Q&A with Katy Robinson on Solicitor Apprenticeships and the SQE

Whilst we’re talking about different routes to qualification, there is another option to the LPC, separate from SQE, which has been available since 2019.

Katy Robinson is a solicitor and partner in the Public Law department at Wilson Solicitors LLP. She works exclusively in legal aid and with clients with unresolved immigration issues and specialises in immigration detention, community care work, and other Judicial Review challenges. Katy established Wilsons’ solicitor apprenticeship scheme this year and leads Wilsons’ work experience and internship programmes, in partnership with educational charity Inspire!, Micro Rainbow International, Queen Mary University’s 93% club and 10,000 Black Interns.


What is a solicitor apprenticeship? 

A solicitor apprenticeship is a programme of work and part-time study which allows aspiring solicitors to enter the profession without incurring the costs of qualifying in the traditional way. In a week, a solicitor apprentice will typically spend four days at work and another day undertaking paid study with a training provider. Their course fees are covered by the government’s apprenticeship fund and a small contribution from their employer. At the end of the course, they are admitted to the role in the same way as traditional trainees.


There are currently two main types of solicitor apprenticeship: a graduate solicitor apprenticeship for those who already have a degree (typically 27 months for those with a law degree and 30 months for those without); and a 6-year solicitor apprenticeship for those with A levels or equivalent, who also gain an LLB as part of the programme. We are proud to offer both at Wilsons as of 2021!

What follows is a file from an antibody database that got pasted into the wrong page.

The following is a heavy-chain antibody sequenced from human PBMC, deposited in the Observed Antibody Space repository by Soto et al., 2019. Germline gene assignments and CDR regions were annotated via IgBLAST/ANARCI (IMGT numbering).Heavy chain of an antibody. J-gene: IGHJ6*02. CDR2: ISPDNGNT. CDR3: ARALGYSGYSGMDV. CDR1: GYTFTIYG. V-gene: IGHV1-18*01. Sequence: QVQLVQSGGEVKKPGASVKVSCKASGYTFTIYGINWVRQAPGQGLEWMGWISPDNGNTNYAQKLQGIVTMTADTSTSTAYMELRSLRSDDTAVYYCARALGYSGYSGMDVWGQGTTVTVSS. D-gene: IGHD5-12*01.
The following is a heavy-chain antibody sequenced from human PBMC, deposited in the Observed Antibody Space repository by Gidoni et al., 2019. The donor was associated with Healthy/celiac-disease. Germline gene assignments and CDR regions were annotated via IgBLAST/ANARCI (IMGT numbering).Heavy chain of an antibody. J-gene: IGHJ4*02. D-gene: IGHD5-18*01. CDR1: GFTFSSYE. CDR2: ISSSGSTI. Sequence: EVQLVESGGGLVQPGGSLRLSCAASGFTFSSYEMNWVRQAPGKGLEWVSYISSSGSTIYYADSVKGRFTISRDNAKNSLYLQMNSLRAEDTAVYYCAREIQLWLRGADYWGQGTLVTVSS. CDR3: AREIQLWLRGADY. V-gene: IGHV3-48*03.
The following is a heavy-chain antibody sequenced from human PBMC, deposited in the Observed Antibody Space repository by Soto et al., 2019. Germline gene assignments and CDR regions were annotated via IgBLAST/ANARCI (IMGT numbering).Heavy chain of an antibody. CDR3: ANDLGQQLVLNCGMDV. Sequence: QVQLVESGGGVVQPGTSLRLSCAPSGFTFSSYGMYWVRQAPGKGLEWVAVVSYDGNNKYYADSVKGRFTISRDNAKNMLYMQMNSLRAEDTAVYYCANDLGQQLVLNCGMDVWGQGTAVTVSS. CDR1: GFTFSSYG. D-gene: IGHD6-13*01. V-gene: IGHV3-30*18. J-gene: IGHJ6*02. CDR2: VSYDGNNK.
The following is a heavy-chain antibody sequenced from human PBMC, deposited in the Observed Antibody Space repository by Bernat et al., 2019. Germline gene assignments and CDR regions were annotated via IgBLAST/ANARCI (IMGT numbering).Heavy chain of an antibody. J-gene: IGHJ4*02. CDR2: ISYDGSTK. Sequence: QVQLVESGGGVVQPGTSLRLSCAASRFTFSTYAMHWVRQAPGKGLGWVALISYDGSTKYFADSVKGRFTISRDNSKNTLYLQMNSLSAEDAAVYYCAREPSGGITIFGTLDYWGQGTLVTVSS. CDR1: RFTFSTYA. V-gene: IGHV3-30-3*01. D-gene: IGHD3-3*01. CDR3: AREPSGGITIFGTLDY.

What do you look for in a solicitor apprentice? Do you look for different things compared to a traditional trainee solicitor?

I would say that for the graduate apprentices, the skills and attributes we look for are very similar to those we seek in our trainee solicitors. Typically we offer these positions to our current caseworkers, as they are already familiar with Wilsons and do the same day-to-day work as their colleagues following a traditional training contract.


This year, we recruited our first 6-year solicitor apprentices, so we adapted our criteria to focus on potential rat
her than experience. We were looking for aspiring solicitors with A levels (or equivalent) who showed a strong commitment to the full 6-year programme and to qualify as a solicitor with us, as well as a genuine interest in human rights, social justice and the other areas of law we practise. We sought a good academic record, although we were careful to put our applicants’ grades into context, mindful that their backgrounds and personal circumstances have an impact on their ability to focus full-time on their studies. Beyond that, we looked for good time management and organisational skills, strong communication, the ability to work as part of a team, and good numeracy and IT skills. We had many very strong applications and recruited three smart and talented young people full of promise and enthusiasm!